About ToxicTrailers.com

ToxicTrailers.com was launched after Hurricane Katrina in 2005 when the government spent more than $2 billion on FEMA trailers with high levels of formaldehyde that sickened thousands of people. The FEMA trailer tragedy exposed what is a widespread problem in RVs, mobile homes, modular buildings and even conventional buildings that use pressed wood products. Unfortunately, as we approach the tenth anniversary of Katrina, formaldehyde regulations are not being enforced in the U.S., and people's health is at risk. If you are having burning eyes, congestion, sore throat, coughing, breathing difficulties, frequent sinus infections or rashes, and difficulties concentrating, you may have a formaldehyde problem. For questions or to share your story, write 4becky@cox.net.

Friday, July 24, 2009

Homeland Security report vindicates whistleblowers

The Homeland Security report on FEMA mishandling the formaldehyde problems in FEMA trails is vindication for the many folks who have posted their stories on this website about suffering from the effects of formaldehyde. These concerns were ignored for two years, and people got sick and some died as a result. It shows there were also well-intentioned people in FEMA who tried to do the best for the people who were suffering, but the FEMA employees were reprimanded and told to downplay the problems.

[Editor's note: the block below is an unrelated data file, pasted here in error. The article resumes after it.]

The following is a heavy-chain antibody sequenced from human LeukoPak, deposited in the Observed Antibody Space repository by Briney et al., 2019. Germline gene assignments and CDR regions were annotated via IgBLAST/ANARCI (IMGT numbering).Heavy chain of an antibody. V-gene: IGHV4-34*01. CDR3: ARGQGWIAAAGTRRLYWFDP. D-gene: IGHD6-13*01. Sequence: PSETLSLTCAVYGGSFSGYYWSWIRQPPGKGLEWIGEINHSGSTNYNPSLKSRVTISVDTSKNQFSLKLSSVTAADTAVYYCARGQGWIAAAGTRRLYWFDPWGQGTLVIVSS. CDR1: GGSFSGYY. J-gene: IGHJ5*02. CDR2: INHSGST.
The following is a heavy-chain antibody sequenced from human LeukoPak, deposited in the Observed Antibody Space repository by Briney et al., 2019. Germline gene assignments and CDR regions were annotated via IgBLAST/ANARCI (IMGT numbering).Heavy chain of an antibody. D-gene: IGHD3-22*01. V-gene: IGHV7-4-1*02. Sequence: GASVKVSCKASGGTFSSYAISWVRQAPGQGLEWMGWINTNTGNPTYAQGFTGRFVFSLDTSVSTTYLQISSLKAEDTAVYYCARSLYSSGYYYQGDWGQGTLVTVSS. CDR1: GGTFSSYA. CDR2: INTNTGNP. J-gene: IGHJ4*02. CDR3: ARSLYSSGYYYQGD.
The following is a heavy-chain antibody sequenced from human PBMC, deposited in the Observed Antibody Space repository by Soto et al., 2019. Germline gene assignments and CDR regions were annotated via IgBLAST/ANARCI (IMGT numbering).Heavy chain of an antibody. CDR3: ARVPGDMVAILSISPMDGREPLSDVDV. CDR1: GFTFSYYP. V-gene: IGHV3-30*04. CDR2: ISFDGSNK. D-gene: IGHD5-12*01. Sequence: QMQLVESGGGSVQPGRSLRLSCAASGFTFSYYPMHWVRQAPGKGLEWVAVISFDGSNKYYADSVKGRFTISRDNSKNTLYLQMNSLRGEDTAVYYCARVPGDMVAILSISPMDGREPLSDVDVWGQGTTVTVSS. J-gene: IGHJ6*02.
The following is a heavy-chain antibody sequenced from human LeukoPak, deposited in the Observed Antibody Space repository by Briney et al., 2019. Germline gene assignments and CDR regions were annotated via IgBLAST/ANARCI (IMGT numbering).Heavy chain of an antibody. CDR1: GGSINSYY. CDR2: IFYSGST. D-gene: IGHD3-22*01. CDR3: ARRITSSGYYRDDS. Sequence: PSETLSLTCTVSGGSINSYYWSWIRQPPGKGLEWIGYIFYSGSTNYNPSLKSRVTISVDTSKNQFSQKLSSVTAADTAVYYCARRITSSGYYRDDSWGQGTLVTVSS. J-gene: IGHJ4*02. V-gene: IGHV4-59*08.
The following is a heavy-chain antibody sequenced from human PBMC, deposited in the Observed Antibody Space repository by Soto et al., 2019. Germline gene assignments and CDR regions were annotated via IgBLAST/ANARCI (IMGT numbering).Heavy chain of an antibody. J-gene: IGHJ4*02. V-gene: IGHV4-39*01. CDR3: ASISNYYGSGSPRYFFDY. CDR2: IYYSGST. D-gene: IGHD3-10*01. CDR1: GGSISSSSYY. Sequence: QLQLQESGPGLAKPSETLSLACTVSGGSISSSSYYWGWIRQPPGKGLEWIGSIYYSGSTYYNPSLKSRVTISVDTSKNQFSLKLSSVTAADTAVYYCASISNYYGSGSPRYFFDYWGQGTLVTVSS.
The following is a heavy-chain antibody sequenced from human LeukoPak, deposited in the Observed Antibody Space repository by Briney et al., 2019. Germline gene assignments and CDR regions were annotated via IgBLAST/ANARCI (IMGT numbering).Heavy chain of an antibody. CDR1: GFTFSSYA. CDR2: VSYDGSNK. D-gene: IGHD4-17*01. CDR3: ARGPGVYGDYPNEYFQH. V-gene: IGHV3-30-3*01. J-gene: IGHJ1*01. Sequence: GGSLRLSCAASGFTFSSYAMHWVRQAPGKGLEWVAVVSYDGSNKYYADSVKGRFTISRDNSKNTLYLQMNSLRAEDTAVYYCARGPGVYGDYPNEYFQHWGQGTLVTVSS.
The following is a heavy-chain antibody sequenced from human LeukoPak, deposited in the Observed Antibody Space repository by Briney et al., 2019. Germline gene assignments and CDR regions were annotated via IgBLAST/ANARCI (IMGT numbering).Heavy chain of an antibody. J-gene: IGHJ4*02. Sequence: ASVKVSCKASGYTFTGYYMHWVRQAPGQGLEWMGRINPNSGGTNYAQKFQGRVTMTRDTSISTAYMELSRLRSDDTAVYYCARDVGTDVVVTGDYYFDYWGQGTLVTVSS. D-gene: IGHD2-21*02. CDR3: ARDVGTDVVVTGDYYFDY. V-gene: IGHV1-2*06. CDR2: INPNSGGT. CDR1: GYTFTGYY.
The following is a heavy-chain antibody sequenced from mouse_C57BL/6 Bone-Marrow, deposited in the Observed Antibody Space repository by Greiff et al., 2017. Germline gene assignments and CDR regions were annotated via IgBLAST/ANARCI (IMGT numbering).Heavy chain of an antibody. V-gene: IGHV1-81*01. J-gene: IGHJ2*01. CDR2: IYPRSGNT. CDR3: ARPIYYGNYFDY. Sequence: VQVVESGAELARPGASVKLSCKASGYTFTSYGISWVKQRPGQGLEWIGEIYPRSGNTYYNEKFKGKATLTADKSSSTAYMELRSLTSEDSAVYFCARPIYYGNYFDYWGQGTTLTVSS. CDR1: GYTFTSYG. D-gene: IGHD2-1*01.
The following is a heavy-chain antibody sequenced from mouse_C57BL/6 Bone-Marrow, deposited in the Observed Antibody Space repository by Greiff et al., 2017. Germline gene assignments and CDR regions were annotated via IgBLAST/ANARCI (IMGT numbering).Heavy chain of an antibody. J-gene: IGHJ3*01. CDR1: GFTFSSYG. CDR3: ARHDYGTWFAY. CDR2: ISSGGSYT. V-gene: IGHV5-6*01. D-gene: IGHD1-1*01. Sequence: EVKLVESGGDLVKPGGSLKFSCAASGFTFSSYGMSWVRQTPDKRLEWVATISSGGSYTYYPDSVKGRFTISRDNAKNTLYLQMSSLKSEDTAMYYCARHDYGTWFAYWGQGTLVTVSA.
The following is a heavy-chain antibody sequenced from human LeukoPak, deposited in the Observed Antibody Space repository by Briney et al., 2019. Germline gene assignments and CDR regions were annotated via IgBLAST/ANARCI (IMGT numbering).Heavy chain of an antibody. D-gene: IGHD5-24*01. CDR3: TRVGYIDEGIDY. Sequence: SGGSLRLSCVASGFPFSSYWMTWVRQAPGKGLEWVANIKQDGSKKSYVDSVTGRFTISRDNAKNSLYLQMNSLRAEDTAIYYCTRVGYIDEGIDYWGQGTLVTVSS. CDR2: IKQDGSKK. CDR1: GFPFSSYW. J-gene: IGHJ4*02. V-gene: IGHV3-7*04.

The report has page after page of information that details just how badly FEMA screwed up. One thing that is interesting is that a FEMA attorney was the FEMA contact (instead of a health and safety officer) and had input in the EPA testing. Those tests showed high formaldehyde levels but still nothing was done for another 16 months or so. We had to do a Freedom of Information Act (FOIA) filing to get these test results released. A news organization earlier tried to get the results of the formaldehyde tests, and was denied that information.

Quoting from the report: A news network submitted a Freedom of Information Act (FOIA) request for the formaldehyde testing results.
FEMA attorneys took the position that:
“The testing was undertaken because FEMA was sued.... The testing is covered under the following exception to FOIA #5 and has been prepared in anticipation of litigation and is covered under deliberative process privilege, the attorney work product privilege and the attorney client privilege.”

However, the decision to do the testing was done BEFORE the lawsuit was filed so this was not a valid reason for denying this information.

We can only hope this report adds to the government’s incentive for settling the lawsuits instead of letting this drag on for years without victims being compensated for being damaged more by FEMA’s formaldehyde than Katrina and Rita. Many have been very harmed not just physically but financially by the high medical bills that have made it so difficult to recover from the storm.

And let's remember. A large number of people are still living in these trailers, and have no choice of other housing. This problem has been particularly hard on the elderly, disabled, and families with young children.

And right now hundreds of these FEMA trailers are being sold by the government to the public on a weekly basis. Supposedly people are being warned about the potential formaldehyde problems, but most will not understand the risk--especially to the most vulnerable people. And trailers can then be resold again and again to unwary consumers.

Becky